A few months ago, Rebekah Campbell found herself in a New Jersey beach town with Margaret Qualley. As the 30-year-old photographer recounts the story, she makes a point of not disclosing the exact location. “I like the idea of it being a secret space,” she says. “Only we know what happened and where.” The images, shot for ES Magazine, show the actor at play, traipsing across a cloudy beach and smearing mud on a Prada dress. “We found a mound of dirt in this weird park,” says Campbell, “and I was like, ‘Margaret, go lay in that.’”
Campbell, 30, came to New York by way of Oklahoma and the Savannah College of Art and Design. She would flee Georgia every summer for internships in the Big Apple and bolted north as soon as she graduated. Her father, a shutterbug himself, gifted the budding photographer her first camera, which she fiddled with as a teenager before refining her skills at school.
Nevertheless, she muses, “I don’t know if you can really teach someone taste.” She spent her post-college years unlearning some of the rigid norms of the medium. A decade and a half later, her instinctive approach has birthed collaborations with Calvin Klein, Marc Jacobs, Vogue, and i-D.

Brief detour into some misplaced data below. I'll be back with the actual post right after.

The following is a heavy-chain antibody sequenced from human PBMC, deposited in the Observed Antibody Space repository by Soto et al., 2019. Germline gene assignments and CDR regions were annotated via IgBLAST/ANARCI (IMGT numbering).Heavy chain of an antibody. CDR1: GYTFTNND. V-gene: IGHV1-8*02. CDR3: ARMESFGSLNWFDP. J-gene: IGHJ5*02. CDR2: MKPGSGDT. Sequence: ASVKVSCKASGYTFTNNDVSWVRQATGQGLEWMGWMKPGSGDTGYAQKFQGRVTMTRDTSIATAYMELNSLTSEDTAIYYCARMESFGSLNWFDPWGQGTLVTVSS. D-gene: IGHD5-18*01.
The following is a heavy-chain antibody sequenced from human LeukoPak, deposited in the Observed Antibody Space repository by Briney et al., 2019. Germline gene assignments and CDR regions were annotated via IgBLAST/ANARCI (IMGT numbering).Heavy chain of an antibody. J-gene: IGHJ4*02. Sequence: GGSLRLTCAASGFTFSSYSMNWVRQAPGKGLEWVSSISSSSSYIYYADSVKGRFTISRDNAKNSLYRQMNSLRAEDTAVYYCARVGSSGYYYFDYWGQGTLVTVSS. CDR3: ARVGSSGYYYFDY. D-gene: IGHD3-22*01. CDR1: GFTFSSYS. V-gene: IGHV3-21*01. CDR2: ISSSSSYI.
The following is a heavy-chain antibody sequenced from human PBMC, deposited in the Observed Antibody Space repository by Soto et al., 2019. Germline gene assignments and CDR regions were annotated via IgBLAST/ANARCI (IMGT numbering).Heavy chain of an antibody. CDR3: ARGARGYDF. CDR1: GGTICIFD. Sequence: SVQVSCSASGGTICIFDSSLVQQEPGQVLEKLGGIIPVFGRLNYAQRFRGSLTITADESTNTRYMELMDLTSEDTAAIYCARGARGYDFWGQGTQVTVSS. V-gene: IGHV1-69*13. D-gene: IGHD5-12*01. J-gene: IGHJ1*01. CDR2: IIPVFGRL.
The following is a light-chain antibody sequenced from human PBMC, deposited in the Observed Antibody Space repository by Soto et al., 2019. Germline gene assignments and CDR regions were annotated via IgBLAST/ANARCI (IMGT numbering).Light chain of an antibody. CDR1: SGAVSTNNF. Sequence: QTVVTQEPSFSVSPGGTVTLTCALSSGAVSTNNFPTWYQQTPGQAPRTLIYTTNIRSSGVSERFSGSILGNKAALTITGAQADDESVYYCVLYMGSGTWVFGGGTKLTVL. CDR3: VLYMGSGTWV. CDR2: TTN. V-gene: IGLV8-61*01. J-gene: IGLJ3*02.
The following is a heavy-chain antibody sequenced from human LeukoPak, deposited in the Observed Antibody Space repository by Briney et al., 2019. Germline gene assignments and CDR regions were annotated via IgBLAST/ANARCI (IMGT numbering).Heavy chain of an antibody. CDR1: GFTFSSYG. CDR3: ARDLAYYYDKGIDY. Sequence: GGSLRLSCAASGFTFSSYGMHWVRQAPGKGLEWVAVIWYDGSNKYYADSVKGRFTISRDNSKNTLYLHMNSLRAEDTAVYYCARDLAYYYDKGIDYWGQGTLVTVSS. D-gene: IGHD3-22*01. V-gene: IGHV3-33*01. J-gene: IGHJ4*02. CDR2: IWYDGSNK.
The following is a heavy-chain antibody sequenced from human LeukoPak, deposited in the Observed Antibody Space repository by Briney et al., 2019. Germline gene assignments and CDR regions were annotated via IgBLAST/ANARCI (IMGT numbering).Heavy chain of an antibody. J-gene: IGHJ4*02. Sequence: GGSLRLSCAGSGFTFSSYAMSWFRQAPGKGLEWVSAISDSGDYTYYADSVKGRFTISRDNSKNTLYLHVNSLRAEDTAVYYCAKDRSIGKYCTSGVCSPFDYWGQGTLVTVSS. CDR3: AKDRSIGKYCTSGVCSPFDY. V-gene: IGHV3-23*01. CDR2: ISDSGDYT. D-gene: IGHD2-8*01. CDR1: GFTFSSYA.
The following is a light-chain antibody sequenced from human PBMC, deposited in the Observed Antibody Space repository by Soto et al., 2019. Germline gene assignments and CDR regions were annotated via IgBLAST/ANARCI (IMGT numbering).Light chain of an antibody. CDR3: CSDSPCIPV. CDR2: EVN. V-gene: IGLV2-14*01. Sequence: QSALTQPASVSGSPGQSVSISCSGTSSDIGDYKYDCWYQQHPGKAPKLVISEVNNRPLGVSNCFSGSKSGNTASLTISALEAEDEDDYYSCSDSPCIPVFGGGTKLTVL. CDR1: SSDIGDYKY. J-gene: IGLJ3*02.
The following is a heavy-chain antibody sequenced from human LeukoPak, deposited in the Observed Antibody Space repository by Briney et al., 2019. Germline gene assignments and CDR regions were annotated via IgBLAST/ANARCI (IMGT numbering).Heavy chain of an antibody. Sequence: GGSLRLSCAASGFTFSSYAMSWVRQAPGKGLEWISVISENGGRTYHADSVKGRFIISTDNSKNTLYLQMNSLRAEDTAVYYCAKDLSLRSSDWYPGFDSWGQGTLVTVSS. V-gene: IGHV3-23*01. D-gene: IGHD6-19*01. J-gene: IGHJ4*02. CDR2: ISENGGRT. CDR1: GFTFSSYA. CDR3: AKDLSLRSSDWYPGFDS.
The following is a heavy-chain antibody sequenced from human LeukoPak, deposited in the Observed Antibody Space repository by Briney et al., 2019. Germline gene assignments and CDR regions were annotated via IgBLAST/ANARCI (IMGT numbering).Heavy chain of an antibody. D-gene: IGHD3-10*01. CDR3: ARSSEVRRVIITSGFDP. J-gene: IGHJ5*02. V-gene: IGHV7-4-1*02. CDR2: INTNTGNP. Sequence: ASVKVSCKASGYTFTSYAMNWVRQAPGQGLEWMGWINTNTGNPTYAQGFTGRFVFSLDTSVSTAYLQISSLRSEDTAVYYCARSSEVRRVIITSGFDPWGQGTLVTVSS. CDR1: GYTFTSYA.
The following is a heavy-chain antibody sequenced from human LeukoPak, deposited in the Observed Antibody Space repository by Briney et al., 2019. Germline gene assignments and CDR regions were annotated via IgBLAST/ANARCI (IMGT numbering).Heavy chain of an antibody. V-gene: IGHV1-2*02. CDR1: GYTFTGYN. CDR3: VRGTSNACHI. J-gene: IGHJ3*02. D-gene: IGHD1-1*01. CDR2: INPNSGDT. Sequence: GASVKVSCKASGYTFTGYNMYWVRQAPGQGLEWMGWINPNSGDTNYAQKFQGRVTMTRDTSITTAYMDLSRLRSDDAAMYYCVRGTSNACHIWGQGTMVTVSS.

Before Campbell steps on a set, she has an idea—rendered in quick sketches—of the images she wants to make. “A little stick-figure girl on a tree branch” is one example. Recently, these drawings have morphed into a storyboard for a short film. “I’ve been having a lot of dreams with screens in them,” she says. “I’m holding a camera, or taking a video.” Campbell sees this as a sign, and she’s happy for the story to reveal itself to her in small, subconscious doses.
In her waking hours, the photographer struggles with the social implications of her medium. “It’s like you’re taking something from someone,” she muses, citing Susan Sontag’s seminal 1977 book On Photography, in which the writer likens the camera to a gun. Campbell resists this theory by prioritizing obfuscation and mystery, offering her subjects, often young women, an aura of unknowability by situating them in untraceable locations—uniform white walls, lush greenery, waters with no shoreline in sight—where they feel protected and free.
“I like to make moments that don’t feel contrived ... I love that trust, even if it’s just a quick thing,” she says. But often, she protects her most intimate work by keeping it off of Instagram. “I don’t want people screenshotting it. I don’t want pervy men saving it,” she says. “These weird, intimate moments are too precious to me.”
Want to meet more rising stars? See CULTURED's full list of 2023 Young Photographers here.